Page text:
4. Best Management Practices for Farm Biosecurity for Pig Production
Refers to standard 2.2.4
Protocols must be established for entry into the RAZ by staff and by visitors through an entry room. This should include having a shower or at least using the Danish entrance method. In addition, written rules regarding the unidirectional movement through the barn by age sequence or health zones and other rules should be used. A visitor log and training log verifies compliance.
4.4.1 Entry of the CAZ
188.8.131.52 Consider a shower or boot change if walking on a driveway also used by off farm (travelling outside the CAZ) vehicles.
184.108.40.206 May restrict foot traffic along a specific route.
220.127.116.11 With the exception of employees, visitors (non-farm workers) entering the CAZ but not the RAZ must record their entry in the CAZ Visitors Log. An example is an electrician working on a generator located in a building outside the RAZ but within the CAZ. Those entering the RAZ would be recorded in the main Visitor Log.
4.4.2 Entry of the RAZ
Ensuring that staff and visitors comply with your barn entry
protocol is critical to its success. You will have better compliance if the protocol is properly taught to employees and always modelled by management, no exceptions.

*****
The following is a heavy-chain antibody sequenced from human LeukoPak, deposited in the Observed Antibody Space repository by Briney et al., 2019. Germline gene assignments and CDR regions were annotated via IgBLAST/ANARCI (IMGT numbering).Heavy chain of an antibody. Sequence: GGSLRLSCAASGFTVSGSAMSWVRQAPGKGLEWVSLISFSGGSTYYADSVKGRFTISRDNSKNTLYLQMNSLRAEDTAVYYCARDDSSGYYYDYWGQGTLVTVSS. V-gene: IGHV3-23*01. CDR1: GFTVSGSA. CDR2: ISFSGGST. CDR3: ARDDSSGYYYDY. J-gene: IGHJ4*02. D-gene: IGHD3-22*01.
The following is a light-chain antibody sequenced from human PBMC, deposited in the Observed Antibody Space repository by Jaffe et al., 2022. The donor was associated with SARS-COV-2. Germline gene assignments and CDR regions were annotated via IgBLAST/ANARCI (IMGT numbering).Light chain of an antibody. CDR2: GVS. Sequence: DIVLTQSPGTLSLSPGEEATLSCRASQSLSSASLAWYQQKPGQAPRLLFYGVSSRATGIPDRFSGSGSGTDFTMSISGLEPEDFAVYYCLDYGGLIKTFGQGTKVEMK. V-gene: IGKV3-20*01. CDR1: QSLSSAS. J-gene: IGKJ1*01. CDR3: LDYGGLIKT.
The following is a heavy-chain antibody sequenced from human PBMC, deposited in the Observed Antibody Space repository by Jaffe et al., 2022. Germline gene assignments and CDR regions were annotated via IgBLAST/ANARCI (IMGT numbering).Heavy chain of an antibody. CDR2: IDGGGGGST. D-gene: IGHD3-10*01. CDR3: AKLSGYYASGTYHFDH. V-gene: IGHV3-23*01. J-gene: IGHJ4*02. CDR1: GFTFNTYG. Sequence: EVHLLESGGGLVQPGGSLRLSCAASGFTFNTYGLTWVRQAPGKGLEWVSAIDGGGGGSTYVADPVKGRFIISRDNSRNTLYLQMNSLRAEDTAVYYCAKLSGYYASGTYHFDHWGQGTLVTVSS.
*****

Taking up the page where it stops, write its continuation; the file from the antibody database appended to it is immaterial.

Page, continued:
18.104.22.168 A rule regarding staff contact with pigs or animals other than those on this farm should be considered. Examples could be assisting at an accident involving a truck hauling pigs or visiting someone with backyard pigs. It may include downtime (days with not pig contact) and notification of the manager.
22.214.171.124 Protocols for staff regarding illness, particularly if it is infectious.
126.96.36.199.1 If staff exhibit influenza like symptoms, they should stay away from pigs.
188.8.131.52.2 Staff should be encouraged to be vaccinated with seasonal influenza vaccine.
Encourage seasonal flu vaccination for barn employees
184.108.40.206 The dirty: clean boundary could be a bench where clothing is changed or preferably a shower. The bench should have a solid and sealed bottom with a boot tray on the dirty side to avoid leakage of contaminated liquids to the clean side. A line on the floor is almost always an ineffective boundary; it is too easy to cross and to manoeuvre clothes and boot changes is difficult. An example of a change area in this Danish Entry procedure.
220.127.116.11 Showering to enter the RAZ
18.104.22.168.1 To be effective, following showering, the staff must not step onto the contaminated area where they just removed their street clothes. A shower where you can walk through is most effective. Example of a walk through shower with clean clothes on the far side.
22.214.171.124.2 Describe the shower process in detail, indicating the use of soap and shampoo and whether underclothes are supplied. If not, what is the process for bringing personal clothes into the RAZ.